Surgery has become safer and safer over the last decades on the one hand as a result of highly sophisticated non-invasive approaches that aim to replace operations with excessive tissue trauma and on the other hand due to the developments in anesthesiology and intensive therapy. The latter has been mentioned more and more frequently in the context of perioperative medicine often referred to as an entity on its own. This means that pre-, intra-, and postoperative care should not be considered as independent components managed by different teams but rather dealt with as one process and managed by using a holistic approach.
Increased safety measures and standards in perioperative care resulted in improved outcomes in general, but this increased confidence brought along a new problem, the high-risk surgical population, which accounts for 80% of postoperative mortality (1). According to the results of the recent European Surgical Outcomes Study (EUSOS), the mortality in patients undergoing non-cardiac surgery is higher than anticipated (2).
In order to reduce postoperative complications and hospital stay in the overall surgical population and improve survival in the high-risk surgical patients we have to understand as much of physiology and pathophysiology as possible, and we have to translate this knowledge into our everyday clinical practice. Fortunately, thanks to the high quality and extensive research activity of the critical care community we have learned a lot in recent years about circulation and hemodynamics (3), the lungs and mechanical ventilation (4), the patients’ immune response, antibiotic stewardship (5) and nutrition (6), just to name a few.
In the current Focus Issue of the Journal of Emergency and Critical Care Medicine our aim was to invite some of the leading researchers in the field of applied physiology in perioperative medicine. We are covering issues starting from defining the high-risk patient, down to the deep secrets of the mitochondria. Applying a physiology- and also the evidence-based approach at the bedside is not the exclusive privilege of researchers but should be the duty of every physician in the future.
Conflicts of Interest: Z Molnar, received regular honoraria for being in the Medical Advisory Board of Pulsion Maquet (Feldkirchen, Germany), for lectures from Biotest AG (Dreieich, Germany), ThermoFisher Scientific (BRAHMS, Hennigsdorf, Germany) and he is a Medical Director of CytoSorbents Europe (Berlin, Germany). J Benes, collaborates with Edwards Lifesciences Inc. (Irvine Ca USA), CNSystems Medizintechnik GmbH (Graz, Austria) and Pulsion Maquet (Feldkirchen, Germany). BS, collaborates with Pulsion Medical Systems SE (Feldkirchen, Germany) as a member of the medical advisory board and has received institutional restricted research grants, honoraria for giving lectures, and refunds of travel expenses from Pulsion Medical Systems SE. B Saugel has received research support and honoraria for giving lectures from Edwards Lifesciences (Irvine, CA, USA). B Saugel has received institutional restricted research grants, honoraria for giving lectures, and refunds of travel expenses from CNSystems Medizintechnik GmbH (Graz, Austria). B Saugel has received institutional restricted research grants, honoraria for consulting, and refunds of travel expenses from Tensys Medical Inc. (San Diego, CA, USA). BS has received institutional restricted research grants from Retia Medical LLC. (Valhalla, NY, USA). B Saugel has received honoraria for giving lectures from Philips Medizin Systeme Böblingen GmbH (Böblingen, Germany).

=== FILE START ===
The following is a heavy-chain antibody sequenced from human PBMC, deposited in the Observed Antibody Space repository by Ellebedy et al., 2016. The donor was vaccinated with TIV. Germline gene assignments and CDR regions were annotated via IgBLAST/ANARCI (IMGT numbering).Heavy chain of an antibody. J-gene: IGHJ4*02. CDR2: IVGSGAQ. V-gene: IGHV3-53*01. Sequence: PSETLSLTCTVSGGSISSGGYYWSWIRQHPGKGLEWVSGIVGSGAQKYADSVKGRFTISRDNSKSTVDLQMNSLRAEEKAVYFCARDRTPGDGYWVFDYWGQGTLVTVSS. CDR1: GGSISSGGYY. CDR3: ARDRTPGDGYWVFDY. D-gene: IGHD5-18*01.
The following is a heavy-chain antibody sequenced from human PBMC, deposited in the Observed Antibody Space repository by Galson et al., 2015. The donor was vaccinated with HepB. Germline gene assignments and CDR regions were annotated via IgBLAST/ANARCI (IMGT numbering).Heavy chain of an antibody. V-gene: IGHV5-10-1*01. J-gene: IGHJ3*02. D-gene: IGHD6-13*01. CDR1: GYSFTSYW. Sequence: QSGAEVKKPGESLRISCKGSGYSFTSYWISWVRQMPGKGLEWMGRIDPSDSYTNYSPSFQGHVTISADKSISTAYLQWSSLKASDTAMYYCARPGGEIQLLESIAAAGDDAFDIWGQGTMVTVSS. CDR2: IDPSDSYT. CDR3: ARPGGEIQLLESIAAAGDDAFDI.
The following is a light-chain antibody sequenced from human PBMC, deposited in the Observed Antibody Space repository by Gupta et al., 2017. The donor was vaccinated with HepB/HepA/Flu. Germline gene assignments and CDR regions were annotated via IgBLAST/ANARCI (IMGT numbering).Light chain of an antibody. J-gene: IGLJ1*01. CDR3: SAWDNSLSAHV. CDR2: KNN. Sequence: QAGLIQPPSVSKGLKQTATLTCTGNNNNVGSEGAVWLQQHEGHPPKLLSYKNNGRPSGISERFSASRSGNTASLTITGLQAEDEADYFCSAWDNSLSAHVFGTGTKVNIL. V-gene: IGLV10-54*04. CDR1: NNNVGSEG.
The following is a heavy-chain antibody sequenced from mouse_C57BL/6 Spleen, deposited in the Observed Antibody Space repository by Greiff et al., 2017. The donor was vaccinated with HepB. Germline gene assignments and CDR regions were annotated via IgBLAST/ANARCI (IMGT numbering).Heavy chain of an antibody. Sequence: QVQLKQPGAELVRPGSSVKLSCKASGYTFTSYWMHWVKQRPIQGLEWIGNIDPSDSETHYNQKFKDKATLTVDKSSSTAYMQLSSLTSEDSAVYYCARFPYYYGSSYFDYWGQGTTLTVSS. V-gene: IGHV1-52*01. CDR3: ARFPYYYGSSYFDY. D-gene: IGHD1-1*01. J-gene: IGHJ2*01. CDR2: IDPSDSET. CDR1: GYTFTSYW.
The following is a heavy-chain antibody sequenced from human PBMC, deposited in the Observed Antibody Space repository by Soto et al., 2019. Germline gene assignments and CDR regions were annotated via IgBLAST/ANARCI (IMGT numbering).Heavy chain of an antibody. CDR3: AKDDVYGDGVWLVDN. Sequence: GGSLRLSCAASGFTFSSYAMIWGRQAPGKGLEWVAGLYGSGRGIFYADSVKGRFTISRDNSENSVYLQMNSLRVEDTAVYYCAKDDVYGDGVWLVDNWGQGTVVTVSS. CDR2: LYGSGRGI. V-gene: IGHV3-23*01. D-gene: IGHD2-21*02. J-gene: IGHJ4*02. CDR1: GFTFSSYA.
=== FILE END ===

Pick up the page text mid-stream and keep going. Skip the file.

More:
Ethical Statement: The authors are accountable for all aspects of the work in ensuring that questions related to the accuracy or integrity of any part of the work are appropriately investigated and resolved.
- Pearse RM, Harrison DA, James P, et al. Identification and characterisation of the high-risk surgical population in the United Kingdom. Crit Care 2006;10:R81. [Crossref] [PubMed]
- Pearse RM, Moreno RP, Bauer P, et al. Mortality after surgery in Europe: a 7 day cohort study. Lancet 2012;380:1059-65. [Crossref] [PubMed]
- Cove ME, Pinsky MR. Perioperative hemodynamic monitoring. Best Pract Res Clin Anaesthesiol. 2012;26:453-62. [Crossref] [PubMed]
- Ladha K, Melo MFV, McLean DJ, et al. Intraoperative protective mechanical ventilation and risk of postoperative respiratory complications: hospital based registry study. BMJ 2015;351:h3646. [Crossref] [PubMed]
- Berrios-Torres SI, Umscheid CA, Bratzler DW, et al. Centers for Disease Control and Prevention Guideline for the Prevention of Surgical Site Infection, 2017. JAMA Surg 2017;152:784-91. [Crossref] [PubMed]
- Weimann A, Braga M, Carli F, et al. ESPEN Guideline: Clinical nutrition in surgery. Clin Nutr 2017;36:623-50. [Crossref] [PubMed]
Cite this article as: Molnar Z, Benes J, Saugel B. Applied physiology in perioperative medicine: a concept for the future. J Emerg Crit Care Med 2020;4:12.